There is still plenty of on-premise technology to manage, but IT must now support a rapidly growing web of cloud-based assets.
The cost of “keeping the lights on” continues to grow, even as traditional IT costs—and IT budgets—decline.
You can’t invest in the “grow” if you’re constantly funding more “run” As CIOs fight for the resources needed to support and enable digital transformation, they are engaged in a never-ending defense to the CFO for every penny spent.
The result, as Gartner describes, is that “IT is often funded such that it must provide lowest- common-denominator service and cannot scale to meet the business need for information-technology-enabled service”.4 However, as businesses shift to an aggressive growth strategy largely dependent on expanding and supporting new technological capabilities, the CFO’s bare-minimum-cost approach to IT budgeting is misaligned with the increasing demand for the CIO to deliver business value.
1 McKinsey: Digital America Full Report December 2015 2 Riverbed Future of Networking Global Survey 2017 3 IDC FutureScape: Worldwide Digital Transformation 2016 Predictions, 2015 4 Gartner Report: Run IT as a Business Using Six Pillars of IT Financial Transparency to Drive Value, May 2017 Advocate kicked off November with a bang by sponsoring the 5th annual held in Las Vegas November 6-9. The event is one of the premier events in this space with over 1,300 participants attending including many of the early TBM adopters including Exxon Mobil, McDonald’s, Maritz and BMC Software…yes, Advocate clients.
The TBM Conference is the only global event dedicated to providing IT and Finance leaders with the discipline, standards, and strategies to manage the business of IT. This year’s Technology Business Management (TBM) Conference explored how IT and Finance leaders create a culture to fuel innovation across the enterprise and unleash the potential of thousands who are ready, willing and able to embrace IT to help build the products and experiences their customers crave.
CIOs must carry the torch to innovate on behalf of their customers.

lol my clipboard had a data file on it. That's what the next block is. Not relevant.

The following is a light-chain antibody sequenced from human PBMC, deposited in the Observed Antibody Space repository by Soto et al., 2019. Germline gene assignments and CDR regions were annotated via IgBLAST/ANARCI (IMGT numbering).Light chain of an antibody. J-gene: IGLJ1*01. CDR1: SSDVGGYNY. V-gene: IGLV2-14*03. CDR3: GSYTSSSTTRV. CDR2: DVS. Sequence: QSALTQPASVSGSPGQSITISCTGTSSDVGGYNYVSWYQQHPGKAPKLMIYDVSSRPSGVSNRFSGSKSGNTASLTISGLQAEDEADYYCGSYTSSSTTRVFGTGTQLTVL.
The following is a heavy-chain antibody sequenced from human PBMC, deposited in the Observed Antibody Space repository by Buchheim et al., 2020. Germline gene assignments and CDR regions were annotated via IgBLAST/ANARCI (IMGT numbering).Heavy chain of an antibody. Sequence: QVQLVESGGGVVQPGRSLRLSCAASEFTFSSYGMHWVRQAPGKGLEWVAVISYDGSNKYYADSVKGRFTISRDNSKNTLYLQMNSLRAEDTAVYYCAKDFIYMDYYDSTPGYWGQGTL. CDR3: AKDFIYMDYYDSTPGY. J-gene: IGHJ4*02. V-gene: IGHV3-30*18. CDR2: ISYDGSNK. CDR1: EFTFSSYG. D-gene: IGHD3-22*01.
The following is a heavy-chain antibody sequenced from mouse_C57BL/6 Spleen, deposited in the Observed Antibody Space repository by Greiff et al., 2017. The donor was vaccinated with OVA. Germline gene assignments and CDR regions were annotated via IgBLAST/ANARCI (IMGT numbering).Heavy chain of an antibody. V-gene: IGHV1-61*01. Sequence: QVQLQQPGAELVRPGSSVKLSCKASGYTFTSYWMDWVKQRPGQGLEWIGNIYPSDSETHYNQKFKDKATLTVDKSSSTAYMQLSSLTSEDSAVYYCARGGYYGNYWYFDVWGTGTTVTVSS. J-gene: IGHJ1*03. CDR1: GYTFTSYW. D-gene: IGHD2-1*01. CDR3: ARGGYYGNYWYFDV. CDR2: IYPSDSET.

TBM sets the stage for technology leaders to bring their expertise to drive organization-wide innovation.
The event proved to be a great opportunity for Advocate, our partners, and clients to network with each other and discuss the tools and techniques for “turning insights into action” and discovering the value large enterprises are enjoying after having successfully deployed Technology Business Management.
We were lucky to land an outstanding booth location with heavy traffic flow, allowing Advocate to really get its name out.
We are already looking forward to attending the TBM Conference 2018 and helping IT organizations gain a clear, technology-driven growth strategy to deliver the value of their technology.
The 2017 Advocate Insider Summit took place November 1-3
2017 in Charleston, SC.
This exclusive, invitation-only event was held at where more than 30 IT leaders from companies like Arby’s, Belk, Gartner, Lincoln Financial Group, NCR, Newell Brands, and many more participated in engaging panels about some of the most thought-provoking issues including in the changing role of the CIO, digital transformation, Technology Business Management, Cloud strategy, and many others that herald what the future may hold.
From innovative subjects such as “CIO Survival in the Thriving Tech Industry” and “Digital Transformation – If you’re not first, your last!” to “Transforming the CIO Role from Technology Provider and Cost Center to Business Partner and Value Driver” and “Infrastructure Performance: The Good, the Bad and the Ugly”, attendees of the Insider Summit discussed and shared their concerns, successes, and challenges of managing IT departments throughout the event.